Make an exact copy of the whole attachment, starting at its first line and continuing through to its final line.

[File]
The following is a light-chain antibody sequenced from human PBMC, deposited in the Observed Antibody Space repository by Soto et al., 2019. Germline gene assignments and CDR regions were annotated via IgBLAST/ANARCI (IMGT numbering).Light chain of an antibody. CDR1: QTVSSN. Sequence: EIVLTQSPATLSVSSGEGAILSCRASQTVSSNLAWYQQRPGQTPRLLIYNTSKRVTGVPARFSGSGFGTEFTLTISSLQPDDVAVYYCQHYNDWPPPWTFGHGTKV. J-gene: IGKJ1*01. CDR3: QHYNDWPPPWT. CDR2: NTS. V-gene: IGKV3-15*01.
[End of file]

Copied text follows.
The following is a light-chain antibody sequenced from human PBMC, deposited in the Observed Antibody Space repository by Soto et al., 2019. Germline gene assignments and CDR regions were annotated via IgBLAST/ANARCI (IMGT numbering).Light chain of an antibody. CDR1: QTVSSN. Sequence: EIVLTQSPATLSVSSGEGAILSCRASQTVSSNLAWYQQRPGQTPRLLIYNTSKRVTGVPARFSGSGFGTEFTLTISSLQPDDVAVYYCQHYNDWPPPWTFGHGTKV. J-gene: IGKJ1*01. CDR3: QHYNDWPPPWT. CDR2: NTS. V-gene: IGKV3-15*01.